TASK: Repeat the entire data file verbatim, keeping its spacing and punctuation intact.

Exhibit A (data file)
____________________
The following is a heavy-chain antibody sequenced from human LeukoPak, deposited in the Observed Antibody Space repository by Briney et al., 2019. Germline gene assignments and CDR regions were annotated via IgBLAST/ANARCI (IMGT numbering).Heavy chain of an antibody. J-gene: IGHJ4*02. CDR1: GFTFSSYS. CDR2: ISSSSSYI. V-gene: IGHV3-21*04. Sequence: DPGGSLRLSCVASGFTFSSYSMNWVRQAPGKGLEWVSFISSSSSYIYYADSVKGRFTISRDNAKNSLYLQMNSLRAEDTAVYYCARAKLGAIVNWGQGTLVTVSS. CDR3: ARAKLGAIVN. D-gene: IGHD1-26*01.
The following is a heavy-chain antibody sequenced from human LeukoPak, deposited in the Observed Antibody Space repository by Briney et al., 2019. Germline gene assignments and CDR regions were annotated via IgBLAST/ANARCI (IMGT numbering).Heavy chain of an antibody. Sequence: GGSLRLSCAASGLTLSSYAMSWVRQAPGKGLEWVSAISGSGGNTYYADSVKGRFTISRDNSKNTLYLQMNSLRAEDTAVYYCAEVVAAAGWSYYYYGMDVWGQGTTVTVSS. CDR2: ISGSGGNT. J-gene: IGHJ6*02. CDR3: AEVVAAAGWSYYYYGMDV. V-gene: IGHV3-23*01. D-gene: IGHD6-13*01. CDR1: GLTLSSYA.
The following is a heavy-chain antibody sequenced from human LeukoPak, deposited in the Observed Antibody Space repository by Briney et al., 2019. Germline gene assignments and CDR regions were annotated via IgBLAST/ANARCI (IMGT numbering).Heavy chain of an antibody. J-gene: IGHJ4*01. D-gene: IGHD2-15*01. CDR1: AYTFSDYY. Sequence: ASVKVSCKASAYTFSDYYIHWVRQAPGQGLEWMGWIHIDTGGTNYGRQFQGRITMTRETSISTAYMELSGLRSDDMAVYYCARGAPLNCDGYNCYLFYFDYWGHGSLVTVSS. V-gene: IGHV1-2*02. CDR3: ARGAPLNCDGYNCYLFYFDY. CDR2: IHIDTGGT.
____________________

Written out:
The following is a heavy-chain antibody sequenced from human LeukoPak, deposited in the Observed Antibody Space repository by Briney et al., 2019. Germline gene assignments and CDR regions were annotated via IgBLAST/ANARCI (IMGT numbering).Heavy chain of an antibody. J-gene: IGHJ4*02. CDR1: GFTFSSYS. CDR2: ISSSSSYI. V-gene: IGHV3-21*04. Sequence: DPGGSLRLSCVASGFTFSSYSMNWVRQAPGKGLEWVSFISSSSSYIYYADSVKGRFTISRDNAKNSLYLQMNSLRAEDTAVYYCARAKLGAIVNWGQGTLVTVSS. CDR3: ARAKLGAIVN. D-gene: IGHD1-26*01.
The following is a heavy-chain antibody sequenced from human LeukoPak, deposited in the Observed Antibody Space repository by Briney et al., 2019. Germline gene assignments and CDR regions were annotated via IgBLAST/ANARCI (IMGT numbering).Heavy chain of an antibody. Sequence: GGSLRLSCAASGLTLSSYAMSWVRQAPGKGLEWVSAISGSGGNTYYADSVKGRFTISRDNSKNTLYLQMNSLRAEDTAVYYCAEVVAAAGWSYYYYGMDVWGQGTTVTVSS. CDR2: ISGSGGNT. J-gene: IGHJ6*02. CDR3: AEVVAAAGWSYYYYGMDV. V-gene: IGHV3-23*01. D-gene: IGHD6-13*01. CDR1: GLTLSSYA.
The following is a heavy-chain antibody sequenced from human LeukoPak, deposited in the Observed Antibody Space repository by Briney et al., 2019. Germline gene assignments and CDR regions were annotated via IgBLAST/ANARCI (IMGT numbering).Heavy chain of an antibody. J-gene: IGHJ4*01. D-gene: IGHD2-15*01. CDR1: AYTFSDYY. Sequence: ASVKVSCKASAYTFSDYYIHWVRQAPGQGLEWMGWIHIDTGGTNYGRQFQGRITMTRETSISTAYMELSGLRSDDMAVYYCARGAPLNCDGYNCYLFYFDYWGHGSLVTVSS. V-gene: IGHV1-2*02. CDR3: ARGAPLNCDGYNCYLFYFDY. CDR2: IHIDTGGT.